Danny Bloom
I seek the truth wherever it lies.

It’s time to think about the slow death of ‘snailpapers,’ those beloved print newspapers of yore

The likelihood is that if you are reading this blog post you are online.

Though some countries have to some extent bucked the trend of declining newspaper circulation, my bet is 20 years from now it will be the same story worldwide as everywhere else. The daily”snailpaper” is on its way out.

“Snailpaper,” you say. What’s that?

Well, following on from the idea of calling post that is written on a piece of paper and physically carried from one destination to another, snail mail, we may have arrived at a point in history where we must start talking about the newspaper in the past tense by giving it a new name “the snailpaper.” I coined it a few years ago in an idle moment. Google it.

And just for a moment, log off this digital plaform and find your local print newspaper if you can find one and sit down and read it for ten minutes. Then come back here. I will be waiting for you!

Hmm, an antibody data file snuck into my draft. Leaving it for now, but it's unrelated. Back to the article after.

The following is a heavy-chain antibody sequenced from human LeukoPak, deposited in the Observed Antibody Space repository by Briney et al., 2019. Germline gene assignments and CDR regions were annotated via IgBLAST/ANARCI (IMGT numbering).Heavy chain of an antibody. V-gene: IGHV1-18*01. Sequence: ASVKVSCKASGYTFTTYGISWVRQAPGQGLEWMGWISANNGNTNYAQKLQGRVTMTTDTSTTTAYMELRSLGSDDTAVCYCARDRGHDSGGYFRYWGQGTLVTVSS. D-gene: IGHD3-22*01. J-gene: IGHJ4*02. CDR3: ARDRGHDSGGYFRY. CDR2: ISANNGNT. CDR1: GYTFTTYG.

So I encourage you to pick up a newspaper, savor the feel of natural fibers, enjoy the rustling sound as you turn a page, press your nose to the newsprint and wallow in its inky tones. Savor this multi-sensory reading experience, as it fades away, like print news papers themselves.
Don’t get me wrong. I love the old-fashioned newspaper and we must do all we can to preserve it. Calling it a snailpaper might serve some small purpose, even if it is as a historical footnote to the slow death of what we all once loved and cherished.

But you know, we are all already immersed in screens, connected 24-7 and at a loss for what to do without such screeny devices. I call the act of reading on a screen, as you are doing now, as “screening.”

Think of this short blog post as an opportunity to pause for a moment and if not smell the roses, inhale a little newsprint, before it’s gone forever.

About the Author
Danny Bloom is editor of The Cli-Fi Report at www.cli-fi.net. Danny graduated from Tufts University in Boston in 1971 with a major in Yiddish Literature. A newspaper editor and reporter since his days in Alaska, Japan and Taiwan, he has lived and worked in 14 countries and speaks French, Japanese and Chinese. He hopes to live until 2032, when his tombstone will read "I came, I saw, I ate cho-dofu."